I have known Amelia and Leon for some time through Prog but only became aware of this chance to forage with them on the Saturday, because Facebook is so good at allowing you to see the things you actually want to see. Fortunately, I was available and was still able to walk after my 16 mile tabbing adventure on the Friday night, and this seemed like the perfect way to stretch my legs.
The initial invite was clear. “Join us for a mushroom walk through Chicksands. Come and learn what to eat and what to leave alone. We will meet at 13.00, do the walk and then have refreshments. One off free of charge event 🙂 ” and the supplemental message had me hooked.
Tomorrow’s the day we go for our stroll in the woods. We will meet by the tables by the main entrance to Chicksands at 1pm. You will need to bring some warm & waterproof clothing (we will be walking in anything short of a monsoon), & if any of you have baskets for the mushrooms, that would help. We will both be wearing silly hats, so feel free to join in with us in that.
See you tomorrow!”
All I had to do was find Chicksands Wood. Which was easier said than done because my almost as useless as Facebook satnav denied its existance. I knew I had to turn left off the A600, and as there was a sign for Chicksands I was beginning to feel hopeful. I drove past Rowney Warren and when I very soon found out that the Chicksands sign was just taking me to an MOD property and a dead end, I drove back to Rowney Warren, with the intention of checking where I was on Google Maps on my telephone.
However, I did not need to do this, because as I drove into the car park I spotted Leon, and after I had parked up he confirmed that I was in the right place. I had left myself more than sufficient time to get here, so I had an opportunity to catch up with Amelia and Leon before other people started to arrive for the mushroom walk.
In the end there were 4 boys and 3 girls (Linda Horn, Rob and Alexis Crossland (both of whom I recognised from Prog gigs – it’s a small world !), and Barry Fletcher) and we decided to split into those two groups, with one group going one way away from the parking area, the other group going the other way, and may the best group win !
So Rob, Barry and I started off, following behind our guide and leader, Leon, as he led us into the woods. It took a little while before we found anything, with Leon was beginning to wonder if this was a good location at all, and now the first thing we found were some sulphur tufts, which rank as a 2 out of 3 on a scale of bad. We were not going to be taking those in our basket, and Leon made sure to clean his hands well after handling them. As we continued walking Leon explained what mushrooms are, and there was a good level of conversation going on as our sightings of mushrooms suddenly increased. We found some that Leon said were possibly oak milk cap, although on seeing the photos we took Amelia later confirmed that it was not. Leon told us that so many of the mushrooms we were finding were just too young to properly identify, and he was not putting anything he could not postively identify into our basket, so I think he was very relieved to come across a wood blewit, and we were finally on our way.
After that we had only seen some bracket before the girls sent through a photo of some porcini mushrooms they had found, so if you know Leon you can imagine how he reacted to that. He was adamant that we needed to find more and better mushrooms, and so we continued deeper into the woods. We were coming across things which were interesting to me, although useless so far as our crop was concerned. The spoor shoot puffball was a lot of fun, with Leon demonstrating how it delivered its spoors through a dust cloud, which was reminiscent of part of his performance at Celebr8, which you can read about here.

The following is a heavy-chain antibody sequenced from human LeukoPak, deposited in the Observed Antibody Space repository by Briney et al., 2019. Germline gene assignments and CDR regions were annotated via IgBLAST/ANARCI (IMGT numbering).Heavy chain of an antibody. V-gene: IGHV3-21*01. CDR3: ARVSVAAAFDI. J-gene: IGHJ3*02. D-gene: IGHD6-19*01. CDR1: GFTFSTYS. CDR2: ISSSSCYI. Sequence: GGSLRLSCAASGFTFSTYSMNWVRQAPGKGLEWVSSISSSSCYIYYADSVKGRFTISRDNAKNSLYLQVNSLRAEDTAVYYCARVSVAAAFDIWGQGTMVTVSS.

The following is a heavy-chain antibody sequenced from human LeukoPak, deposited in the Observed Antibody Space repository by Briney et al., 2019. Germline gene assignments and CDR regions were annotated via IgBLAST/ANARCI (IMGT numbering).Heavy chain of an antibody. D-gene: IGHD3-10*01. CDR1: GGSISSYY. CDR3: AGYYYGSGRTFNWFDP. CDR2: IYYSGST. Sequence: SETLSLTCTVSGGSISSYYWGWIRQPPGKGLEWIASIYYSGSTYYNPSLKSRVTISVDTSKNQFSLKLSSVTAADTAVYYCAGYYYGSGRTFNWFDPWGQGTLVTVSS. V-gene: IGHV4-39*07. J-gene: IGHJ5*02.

The earth ball was solid and dark inside, and the dog’s chewy ball turned out to not be a mushroom at all. We did find some more real mushrooms, including the deceiver and the amethyst deceiver, before we found a bumper from a truck.
I have no idea how it could easily have got to where it was, and it has to be said that as a group we were pretty disgusted by the amount of litter we encountered in the woods. We found something which was yellow and wet, and could possibly have been chicken of the woods, but it was growing on pine, which would have been unusual. That did lead Leon to warn us to never eat anything which is growing off yew. We had come round to near where we had started, coming out into a car park a little further up, and we found two big parasol mushrooms to add to our wood blewit.
We had covered a mile and been walking for an hour to come away with that (although I had also spotted two frogs, which was a bonus), so we hoped the girls had enjoyed better success. They certainly had and came back with three baskets containing a good quantity and variety of mushrooms, and we were able to add to these some mushrooms which Amelia and Leon had foraged earlier.
We now set about preparing the mushrooms to be cooked, and during that process we found out that the parasols we had found were both so full of maggots that they had to be discarded, which left us boys contributing one wood blewit to the feast.
Some other parasols were blusing red when cut, so they were also binned just in case. It turns out they would have been safe to eat.
Leon cooked all the mushrooms together in oil with some salt and pepper and it all tasted delicious, with some very particular flavours to the different varieties.
Leon has said there will be more foraging with Amelia and Leon in the Spring and I am already looking forward to that.
You can see more photographs from the mushroom walk here.